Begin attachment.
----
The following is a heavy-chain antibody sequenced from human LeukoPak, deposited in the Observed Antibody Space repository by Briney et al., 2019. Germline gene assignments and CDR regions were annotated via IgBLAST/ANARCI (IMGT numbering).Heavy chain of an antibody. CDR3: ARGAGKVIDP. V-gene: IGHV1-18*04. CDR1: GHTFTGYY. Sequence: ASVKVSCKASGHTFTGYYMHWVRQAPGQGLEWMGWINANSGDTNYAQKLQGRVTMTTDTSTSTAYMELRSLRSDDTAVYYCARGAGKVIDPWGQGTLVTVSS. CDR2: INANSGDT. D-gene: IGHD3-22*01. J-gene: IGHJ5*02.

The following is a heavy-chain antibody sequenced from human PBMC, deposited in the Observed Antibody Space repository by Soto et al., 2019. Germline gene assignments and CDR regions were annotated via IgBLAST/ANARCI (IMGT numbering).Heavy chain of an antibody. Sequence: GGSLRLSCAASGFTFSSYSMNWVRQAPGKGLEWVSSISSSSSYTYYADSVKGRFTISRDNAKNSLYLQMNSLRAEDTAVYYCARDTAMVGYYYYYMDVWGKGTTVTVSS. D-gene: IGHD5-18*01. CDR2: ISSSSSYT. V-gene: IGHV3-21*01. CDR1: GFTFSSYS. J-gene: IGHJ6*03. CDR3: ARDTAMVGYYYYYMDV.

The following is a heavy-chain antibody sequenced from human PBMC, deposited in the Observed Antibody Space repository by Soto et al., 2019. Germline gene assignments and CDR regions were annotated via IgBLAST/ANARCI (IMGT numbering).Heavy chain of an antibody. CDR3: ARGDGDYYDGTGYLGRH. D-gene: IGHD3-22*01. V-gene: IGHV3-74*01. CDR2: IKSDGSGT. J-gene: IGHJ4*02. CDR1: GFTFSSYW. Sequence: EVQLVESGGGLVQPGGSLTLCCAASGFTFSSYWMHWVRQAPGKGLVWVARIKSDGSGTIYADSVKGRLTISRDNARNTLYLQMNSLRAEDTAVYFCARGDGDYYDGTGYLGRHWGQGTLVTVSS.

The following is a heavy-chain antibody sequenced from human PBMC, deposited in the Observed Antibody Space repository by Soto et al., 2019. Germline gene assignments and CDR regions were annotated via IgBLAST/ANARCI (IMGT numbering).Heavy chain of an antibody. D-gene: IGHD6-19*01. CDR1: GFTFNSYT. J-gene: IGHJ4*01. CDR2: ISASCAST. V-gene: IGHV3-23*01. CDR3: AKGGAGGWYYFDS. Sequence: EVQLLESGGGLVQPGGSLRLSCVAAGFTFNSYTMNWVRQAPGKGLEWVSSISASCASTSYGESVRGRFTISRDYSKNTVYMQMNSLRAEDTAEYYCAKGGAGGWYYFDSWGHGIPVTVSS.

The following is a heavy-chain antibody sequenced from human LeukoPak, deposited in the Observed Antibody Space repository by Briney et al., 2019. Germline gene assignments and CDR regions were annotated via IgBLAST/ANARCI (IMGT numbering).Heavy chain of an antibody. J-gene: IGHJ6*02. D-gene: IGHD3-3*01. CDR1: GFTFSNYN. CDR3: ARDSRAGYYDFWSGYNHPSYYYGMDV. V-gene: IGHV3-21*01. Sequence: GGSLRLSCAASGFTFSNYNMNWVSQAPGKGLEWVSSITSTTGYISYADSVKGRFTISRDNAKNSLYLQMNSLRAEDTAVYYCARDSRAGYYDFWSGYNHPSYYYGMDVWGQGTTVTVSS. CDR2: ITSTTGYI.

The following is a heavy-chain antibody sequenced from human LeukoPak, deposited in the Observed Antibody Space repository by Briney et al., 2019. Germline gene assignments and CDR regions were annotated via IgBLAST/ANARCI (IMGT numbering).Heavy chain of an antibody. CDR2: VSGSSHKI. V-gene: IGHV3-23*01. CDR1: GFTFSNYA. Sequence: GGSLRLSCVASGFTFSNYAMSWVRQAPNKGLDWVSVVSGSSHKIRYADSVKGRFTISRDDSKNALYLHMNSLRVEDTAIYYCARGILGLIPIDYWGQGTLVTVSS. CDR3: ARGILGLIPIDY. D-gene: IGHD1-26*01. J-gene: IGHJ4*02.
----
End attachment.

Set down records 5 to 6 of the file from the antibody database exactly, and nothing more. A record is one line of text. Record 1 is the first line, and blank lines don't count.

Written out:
The following is a heavy-chain antibody sequenced from human LeukoPak, deposited in the Observed Antibody Space repository by Briney et al., 2019. Germline gene assignments and CDR regions were annotated via IgBLAST/ANARCI (IMGT numbering).Heavy chain of an antibody. J-gene: IGHJ6*02. D-gene: IGHD3-3*01. CDR1: GFTFSNYN. CDR3: ARDSRAGYYDFWSGYNHPSYYYGMDV. V-gene: IGHV3-21*01. Sequence: GGSLRLSCAASGFTFSNYNMNWVSQAPGKGLEWVSSITSTTGYISYADSVKGRFTISRDNAKNSLYLQMNSLRAEDTAVYYCARDSRAGYYDFWSGYNHPSYYYGMDVWGQGTTVTVSS. CDR2: ITSTTGYI.

The following is a heavy-chain antibody sequenced from human LeukoPak, deposited in the Observed Antibody Space repository by Briney et al., 2019. Germline gene assignments and CDR regions were annotated via IgBLAST/ANARCI (IMGT numbering).Heavy chain of an antibody. CDR2: VSGSSHKI. V-gene: IGHV3-23*01. CDR1: GFTFSNYA. Sequence: GGSLRLSCVASGFTFSNYAMSWVRQAPNKGLDWVSVVSGSSHKIRYADSVKGRFTISRDDSKNALYLHMNSLRVEDTAIYYCARGILGLIPIDYWGQGTLVTVSS. CDR3: ARGILGLIPIDY. D-gene: IGHD1-26*01. J-gene: IGHJ4*02.